Although the article is about sprint planning, let’s do a quick recap of what a sprint is before getting into the details of sprint planning. So, what is a sprint?
It is a set timebox used as a guideline for a completion of a project or a part of it. The length and aim of a sprint are set during the planning stage before it begins. In practical terms, the most popular length of a sprint is 2 weeks. Whereas the maximum length of a sprint is as much as 4 weeks.
However, this doesn’t change the fact that the number and duration of it should be decided at the outset, even though each sprint is scheduled independently. Finally, its goal is to have a consistent and predictable process with the ability to track the advancements.
With the basics behind us, how do you get around to planning a sprint?
Sprint planning – what is essential?
The sprint planning process is crucial, as it lays out the groundwork and foundation for the further development of the project. Its purpose is to specify what can be completed during the duration of the sprint and how it can be achieved. This will allow the whole team to be sure about their workload and stay aligned with the vision and aim. The planning stage involves everyone within the Scrum team. A successful meeting session will result in these two crucial essential components:
- Sprint goal – It’s created by the Developers Team and the Product Owner. The Product Owner can suggest the sprint goal, whereas the Dev Team can make it more detailed and precise. This means they can change the sprint goal during the discussion if needed. However, the whole team should agree to the sprint goal. The main objective of a sprint goal is to clarify the objectives of a certain sprint. As the target is created, Developers may simply construct a flexible goal that allows them to choose the precise work that they can achieve throughout the sprint.
- Sprint backlog – It is created for and by the Developers. And the tasks that the Scrum teams could finish during the following sprint are selected at the sprint planning stage. These are included in the sprint backlog, which is a very clear and visible representation of the work that the Scrum team expects to finish during the upcoming sprint.
How long should a sprint planning session last?
The time frame of these planning sessions is determined by the length of the sprint. A general rule of thumb, multiply the number of weeks in your sprint by two hours. Here’s a table that presents this rule:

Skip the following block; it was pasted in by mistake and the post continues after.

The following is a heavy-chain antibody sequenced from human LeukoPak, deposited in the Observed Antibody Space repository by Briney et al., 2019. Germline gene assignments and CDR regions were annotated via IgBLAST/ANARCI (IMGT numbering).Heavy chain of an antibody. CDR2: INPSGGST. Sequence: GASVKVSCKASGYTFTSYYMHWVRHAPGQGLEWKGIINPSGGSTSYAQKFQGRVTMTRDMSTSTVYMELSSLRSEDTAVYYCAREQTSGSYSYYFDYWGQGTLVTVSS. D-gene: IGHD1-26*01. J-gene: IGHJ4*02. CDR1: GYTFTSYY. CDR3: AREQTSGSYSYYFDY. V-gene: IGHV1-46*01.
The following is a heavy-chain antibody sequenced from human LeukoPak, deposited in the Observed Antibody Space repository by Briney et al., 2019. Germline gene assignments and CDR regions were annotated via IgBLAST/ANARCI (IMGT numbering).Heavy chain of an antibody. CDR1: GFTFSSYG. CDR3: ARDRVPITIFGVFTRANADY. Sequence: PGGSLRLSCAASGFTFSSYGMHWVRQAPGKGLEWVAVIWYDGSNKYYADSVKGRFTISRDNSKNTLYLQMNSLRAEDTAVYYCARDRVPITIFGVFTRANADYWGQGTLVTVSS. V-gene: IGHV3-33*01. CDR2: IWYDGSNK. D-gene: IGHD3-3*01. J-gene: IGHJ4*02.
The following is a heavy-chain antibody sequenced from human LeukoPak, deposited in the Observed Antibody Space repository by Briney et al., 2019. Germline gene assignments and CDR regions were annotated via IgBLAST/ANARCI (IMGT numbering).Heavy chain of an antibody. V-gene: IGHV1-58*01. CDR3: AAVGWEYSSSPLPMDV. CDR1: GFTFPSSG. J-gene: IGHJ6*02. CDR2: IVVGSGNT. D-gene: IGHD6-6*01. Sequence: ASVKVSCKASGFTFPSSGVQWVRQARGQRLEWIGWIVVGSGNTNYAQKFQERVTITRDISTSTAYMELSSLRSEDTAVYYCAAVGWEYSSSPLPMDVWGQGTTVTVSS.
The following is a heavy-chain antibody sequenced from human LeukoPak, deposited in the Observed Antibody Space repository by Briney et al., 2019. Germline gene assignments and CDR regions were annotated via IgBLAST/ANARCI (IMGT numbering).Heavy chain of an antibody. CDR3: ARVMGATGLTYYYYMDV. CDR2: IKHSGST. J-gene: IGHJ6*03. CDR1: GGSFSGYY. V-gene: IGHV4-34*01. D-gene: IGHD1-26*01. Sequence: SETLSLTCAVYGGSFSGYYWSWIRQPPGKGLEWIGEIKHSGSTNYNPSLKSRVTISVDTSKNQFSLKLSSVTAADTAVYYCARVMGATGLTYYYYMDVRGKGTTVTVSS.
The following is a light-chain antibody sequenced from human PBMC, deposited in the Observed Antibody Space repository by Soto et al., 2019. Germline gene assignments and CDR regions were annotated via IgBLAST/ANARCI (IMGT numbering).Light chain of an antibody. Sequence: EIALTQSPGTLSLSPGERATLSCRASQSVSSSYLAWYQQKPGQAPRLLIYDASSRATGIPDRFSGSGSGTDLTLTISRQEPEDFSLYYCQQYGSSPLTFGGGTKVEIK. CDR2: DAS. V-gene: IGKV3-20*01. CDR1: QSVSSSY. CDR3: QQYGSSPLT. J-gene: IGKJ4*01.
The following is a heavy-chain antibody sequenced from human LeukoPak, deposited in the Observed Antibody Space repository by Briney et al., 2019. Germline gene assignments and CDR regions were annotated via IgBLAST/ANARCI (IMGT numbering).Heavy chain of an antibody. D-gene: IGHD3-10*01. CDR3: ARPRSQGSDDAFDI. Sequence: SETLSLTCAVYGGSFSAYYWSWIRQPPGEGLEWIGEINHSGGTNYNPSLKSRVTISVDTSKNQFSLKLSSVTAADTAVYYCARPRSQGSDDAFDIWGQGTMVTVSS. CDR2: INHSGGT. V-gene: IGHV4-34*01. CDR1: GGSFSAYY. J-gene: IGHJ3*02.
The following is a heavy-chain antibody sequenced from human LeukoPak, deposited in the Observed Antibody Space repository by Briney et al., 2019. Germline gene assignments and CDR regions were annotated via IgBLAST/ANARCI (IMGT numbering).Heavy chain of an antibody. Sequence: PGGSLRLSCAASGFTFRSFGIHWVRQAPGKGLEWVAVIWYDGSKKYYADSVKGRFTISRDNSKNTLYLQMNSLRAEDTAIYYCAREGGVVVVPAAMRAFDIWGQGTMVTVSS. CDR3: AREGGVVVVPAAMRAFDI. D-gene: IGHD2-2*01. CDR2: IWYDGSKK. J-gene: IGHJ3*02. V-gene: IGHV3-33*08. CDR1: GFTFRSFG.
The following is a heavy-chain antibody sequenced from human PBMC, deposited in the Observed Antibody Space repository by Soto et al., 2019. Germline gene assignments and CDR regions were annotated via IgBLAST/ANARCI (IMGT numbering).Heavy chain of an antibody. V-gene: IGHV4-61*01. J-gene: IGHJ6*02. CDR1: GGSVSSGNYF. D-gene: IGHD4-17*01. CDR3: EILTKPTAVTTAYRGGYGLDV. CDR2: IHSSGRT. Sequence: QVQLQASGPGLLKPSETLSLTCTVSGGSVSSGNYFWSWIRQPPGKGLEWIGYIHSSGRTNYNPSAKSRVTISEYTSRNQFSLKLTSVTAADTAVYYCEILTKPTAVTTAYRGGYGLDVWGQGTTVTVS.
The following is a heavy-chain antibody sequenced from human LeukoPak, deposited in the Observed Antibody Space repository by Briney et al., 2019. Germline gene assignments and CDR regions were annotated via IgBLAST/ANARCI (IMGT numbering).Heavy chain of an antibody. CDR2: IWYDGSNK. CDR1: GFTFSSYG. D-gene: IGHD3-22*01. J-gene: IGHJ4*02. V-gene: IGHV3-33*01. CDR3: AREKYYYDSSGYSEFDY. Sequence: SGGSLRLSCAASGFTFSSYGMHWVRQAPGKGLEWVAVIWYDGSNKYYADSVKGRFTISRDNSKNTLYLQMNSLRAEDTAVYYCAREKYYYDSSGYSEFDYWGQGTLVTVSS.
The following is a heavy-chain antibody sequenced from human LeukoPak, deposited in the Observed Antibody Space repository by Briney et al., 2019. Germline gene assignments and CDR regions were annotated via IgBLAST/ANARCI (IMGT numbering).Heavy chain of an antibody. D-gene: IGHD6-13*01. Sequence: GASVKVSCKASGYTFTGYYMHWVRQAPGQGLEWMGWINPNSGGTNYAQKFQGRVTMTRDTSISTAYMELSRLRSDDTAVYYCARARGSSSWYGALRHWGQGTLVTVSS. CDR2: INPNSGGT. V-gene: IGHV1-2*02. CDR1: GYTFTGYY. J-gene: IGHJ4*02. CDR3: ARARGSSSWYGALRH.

Who needs to be involved?
As mentioned above, the sprint planning process involves everyone on the Scrum team. This means all the Scrum roles, namely Scrum Master, Product Owner/Product Manager, and the Developers. All of them have valuable insights from their perspectives, which help organize the tasks and processes of the sprint. Let’s dive deeper into this. What roles does each person/team provide?
- Scrum Master – is the one responsible for facilitating sprint planning in order to ensure that the discussion is effective. But also to ensure that there is an agreement to the sprint goal that the appropriate product backlog items are included in the sprint backlog.
- Product Owner or Product Manager – explains the product backlog items and questions, prioritizes tasks during the sprint planning meeting, inspires the team with definite objectives, and responds to any queries.
- Development Team – which is committed to the workload, knows the realistic timeframes and capacity requirements, as well as the achievable roadmap. It ensures a realistic and strategic approach to the planning stage.
- Engineers or Designers may also be involved.
To adequately prepare for a sprint planning session each one of the mentioned above should prepare a product backlog or/and product roadmap.
So, now that we know what a sprint planning session is and what and who is essential in the process, we can get to the planning part.
What is discussed?
The key to planning a sprint is to determine the essentials and basics of the team’s planned work. Here are the necessary things to consider during a sprint planning session.
Deciding on the overall objective and context
The Product Owner should describe the goal of the sprint, as well as items in the product backlog. Whereas the Scrum team can commit to the established requirements and estimate if they are possible to achieve during the time of the planned sprint.